Professor Who Refuses to Salute Flag: Anti-War Activists Are True Veterans

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The time has come to honor anti-war activists as veterans, professor Warren J. Blumenfeld argued in an op-ed Saturday.

Blumenfeld, a professor at University of Massachusetts Amherst, described in the piece seeing a military veteran receive a discount at the veterinarian’s office (no relation to "veteran," which derives from the Latin "veteranus" and the older "vetus").

Blumenfeld argued that an American definition of veteran must reach beyond the troops, since civilians serve the country in meaningful ways. 

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"I have long thought," he writes, "about whom our country includes in its socially-constructed category of ‘veteran.' Currently, that classification remains limited to those honorably serving in our armed forces. And yes, this service and this profession has traditionally been determined by our society as honorable and noble work. Why, though, have we circumscribed the parameters of ‘veteran'? Why have we so limited its definition?"

"True patriots and veterans," Blumenfeld argued, include those "actively advocating for justice, freedom, and liberty through peaceful means."

Blumenfeld published the article in LGBTQ Nation to combat the "Patriarchal structure of domination" that glorifies former soldiers as the standard of patriotism, to the exclusion of "practitioners of non-violent resistance" and others.

Blumenfeld’s does not want a simple redefinition of the word "veteran." He wishes not simply to use the term in non-military contexts, but to draw an equivalence between veterans of activism and veterans of battlefields. Blumenfeld expands his definition from avoiding or ending real military conflicts to fighting proverbial or cultural wars. He asks Americans to "take a few minute to consider those fighting a cultural and figurative civil war to reduce the violence and injustice and place the United States in higher standing around the world."

In his op-ed, Blumenfeld is careful to voice support the military, but clarifies that activism "is also an act of patriotism to keep our brave troops out of harm’s way."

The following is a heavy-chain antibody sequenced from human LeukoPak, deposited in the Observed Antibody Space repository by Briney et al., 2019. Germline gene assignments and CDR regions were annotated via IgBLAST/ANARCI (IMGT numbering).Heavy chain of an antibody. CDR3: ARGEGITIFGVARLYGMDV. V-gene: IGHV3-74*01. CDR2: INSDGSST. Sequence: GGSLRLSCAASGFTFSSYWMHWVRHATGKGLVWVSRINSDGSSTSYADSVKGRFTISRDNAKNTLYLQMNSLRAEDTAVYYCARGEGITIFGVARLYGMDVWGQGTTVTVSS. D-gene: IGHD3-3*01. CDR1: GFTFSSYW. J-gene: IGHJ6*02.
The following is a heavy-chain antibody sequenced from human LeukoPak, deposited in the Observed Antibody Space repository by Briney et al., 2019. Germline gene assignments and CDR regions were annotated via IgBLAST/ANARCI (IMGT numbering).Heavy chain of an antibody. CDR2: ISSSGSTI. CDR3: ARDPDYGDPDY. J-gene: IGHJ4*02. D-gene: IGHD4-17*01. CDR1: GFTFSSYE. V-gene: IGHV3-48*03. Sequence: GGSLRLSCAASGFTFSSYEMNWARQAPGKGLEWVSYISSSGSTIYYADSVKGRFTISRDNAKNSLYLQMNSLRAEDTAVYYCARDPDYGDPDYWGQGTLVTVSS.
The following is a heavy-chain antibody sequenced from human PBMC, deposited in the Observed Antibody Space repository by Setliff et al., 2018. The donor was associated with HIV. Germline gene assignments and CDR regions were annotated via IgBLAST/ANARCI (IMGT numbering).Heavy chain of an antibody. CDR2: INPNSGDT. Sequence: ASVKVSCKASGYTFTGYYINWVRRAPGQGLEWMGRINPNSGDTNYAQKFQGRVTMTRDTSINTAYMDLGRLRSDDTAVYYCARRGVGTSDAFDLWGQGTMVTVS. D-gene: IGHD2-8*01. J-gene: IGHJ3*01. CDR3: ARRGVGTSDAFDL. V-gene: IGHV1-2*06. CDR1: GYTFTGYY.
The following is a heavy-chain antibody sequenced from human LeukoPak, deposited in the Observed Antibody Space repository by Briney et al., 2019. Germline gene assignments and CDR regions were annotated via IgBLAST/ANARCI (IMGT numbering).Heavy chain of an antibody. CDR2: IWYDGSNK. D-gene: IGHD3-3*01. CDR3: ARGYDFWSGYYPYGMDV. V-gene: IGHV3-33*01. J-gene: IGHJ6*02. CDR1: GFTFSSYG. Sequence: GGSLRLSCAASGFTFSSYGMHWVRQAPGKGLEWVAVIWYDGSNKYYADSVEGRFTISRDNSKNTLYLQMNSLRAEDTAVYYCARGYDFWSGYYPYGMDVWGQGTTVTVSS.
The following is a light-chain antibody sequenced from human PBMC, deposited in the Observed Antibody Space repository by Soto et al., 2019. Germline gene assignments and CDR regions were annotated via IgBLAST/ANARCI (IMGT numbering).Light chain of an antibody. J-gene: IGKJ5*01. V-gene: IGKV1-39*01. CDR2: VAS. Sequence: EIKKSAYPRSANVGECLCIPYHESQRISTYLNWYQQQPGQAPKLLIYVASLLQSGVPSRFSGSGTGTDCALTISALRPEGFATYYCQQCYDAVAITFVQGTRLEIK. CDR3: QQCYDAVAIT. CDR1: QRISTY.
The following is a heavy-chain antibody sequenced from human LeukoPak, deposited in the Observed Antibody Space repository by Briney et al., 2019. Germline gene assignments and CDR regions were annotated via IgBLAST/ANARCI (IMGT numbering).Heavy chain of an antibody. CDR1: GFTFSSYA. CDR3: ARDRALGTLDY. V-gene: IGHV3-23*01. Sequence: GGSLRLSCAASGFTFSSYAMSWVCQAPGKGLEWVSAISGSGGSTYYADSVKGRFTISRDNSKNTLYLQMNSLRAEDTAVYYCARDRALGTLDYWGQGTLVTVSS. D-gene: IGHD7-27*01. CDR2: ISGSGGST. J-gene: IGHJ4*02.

Unsurprisingly, the article provoked a response from military veterans. One, picking up on the equivalence, said: "To say this term applies to everyone who might get upset and hold up a sign somewhere, that doesn't make any sense at all."

Blumenfeld, who has previously contributed to the Huffington Post, followed his article with several tweets in his defense.

In one such tweet, Blumenfeld identifies himself as a "Veteran." He insists that "if that threatens anyone, than [sic] so be it! A central tenet of liberation is the freedom to self-define, which I do!"

After the op-ed drew attention from the Daily Wire and Fox News, Blumenfeld abandoned the op-ed’s argument about who "our country includes" as a veteran to the question of who "self-define[s]" as a veteran.

Before this op-ed, Blumenfeld voiced his opposition to gun ownership, writing that "contrary to the NRA’s assertions, guns in the hands of anyone, in any and all stations of life, kill people."

When John McCain was still living and serving as a Republican senator from Arizona, Blumenfeld accused him of abetting a "pogrom" in the United States. Blumenfeld argued firearm restrictions were failing in the Senate because McCain and others took "blood money" and "bribes" from the NRA.

In a 2017 article titled "I Do Not Pledge My Allegiance to Any Flag," Blumenfeld wrote: "I have long refused to stand at attention, place my hand over my heart, take off head coverings, and recite the Pledge."

Blumenfeld also dismissed the flag as "a mere piece of cloth, and like the words of a pledge, represents merely a symbol [emphasis added], which can signify nothing beyond the threads, the dyes, and the stitches holding it together."